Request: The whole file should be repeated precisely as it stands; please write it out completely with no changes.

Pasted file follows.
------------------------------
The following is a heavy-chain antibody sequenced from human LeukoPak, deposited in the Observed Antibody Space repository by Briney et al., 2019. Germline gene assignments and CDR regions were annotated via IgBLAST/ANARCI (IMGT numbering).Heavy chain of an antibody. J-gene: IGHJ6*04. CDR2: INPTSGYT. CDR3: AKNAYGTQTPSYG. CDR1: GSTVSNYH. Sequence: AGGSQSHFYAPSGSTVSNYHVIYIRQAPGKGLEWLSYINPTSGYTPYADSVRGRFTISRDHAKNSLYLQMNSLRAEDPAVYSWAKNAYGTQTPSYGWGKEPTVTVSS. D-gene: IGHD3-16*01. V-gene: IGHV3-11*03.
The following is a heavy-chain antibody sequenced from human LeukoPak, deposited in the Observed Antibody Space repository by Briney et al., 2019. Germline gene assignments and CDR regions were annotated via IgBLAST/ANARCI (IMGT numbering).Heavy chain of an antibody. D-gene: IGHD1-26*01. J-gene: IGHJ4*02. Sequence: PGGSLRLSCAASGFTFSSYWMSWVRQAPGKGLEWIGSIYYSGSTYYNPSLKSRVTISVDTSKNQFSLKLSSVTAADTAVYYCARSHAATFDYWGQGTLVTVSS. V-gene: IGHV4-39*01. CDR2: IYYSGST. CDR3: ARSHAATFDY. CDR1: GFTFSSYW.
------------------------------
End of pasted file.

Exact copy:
The following is a heavy-chain antibody sequenced from human LeukoPak, deposited in the Observed Antibody Space repository by Briney et al., 2019. Germline gene assignments and CDR regions were annotated via IgBLAST/ANARCI (IMGT numbering).Heavy chain of an antibody. J-gene: IGHJ6*04. CDR2: INPTSGYT. CDR3: AKNAYGTQTPSYG. CDR1: GSTVSNYH. Sequence: AGGSQSHFYAPSGSTVSNYHVIYIRQAPGKGLEWLSYINPTSGYTPYADSVRGRFTISRDHAKNSLYLQMNSLRAEDPAVYSWAKNAYGTQTPSYGWGKEPTVTVSS. D-gene: IGHD3-16*01. V-gene: IGHV3-11*03.
The following is a heavy-chain antibody sequenced from human LeukoPak, deposited in the Observed Antibody Space repository by Briney et al., 2019. Germline gene assignments and CDR regions were annotated via IgBLAST/ANARCI (IMGT numbering).Heavy chain of an antibody. D-gene: IGHD1-26*01. J-gene: IGHJ4*02. Sequence: PGGSLRLSCAASGFTFSSYWMSWVRQAPGKGLEWIGSIYYSGSTYYNPSLKSRVTISVDTSKNQFSLKLSSVTAADTAVYYCARSHAATFDYWGQGTLVTVSS. V-gene: IGHV4-39*01. CDR2: IYYSGST. CDR3: ARSHAATFDY. CDR1: GFTFSSYW.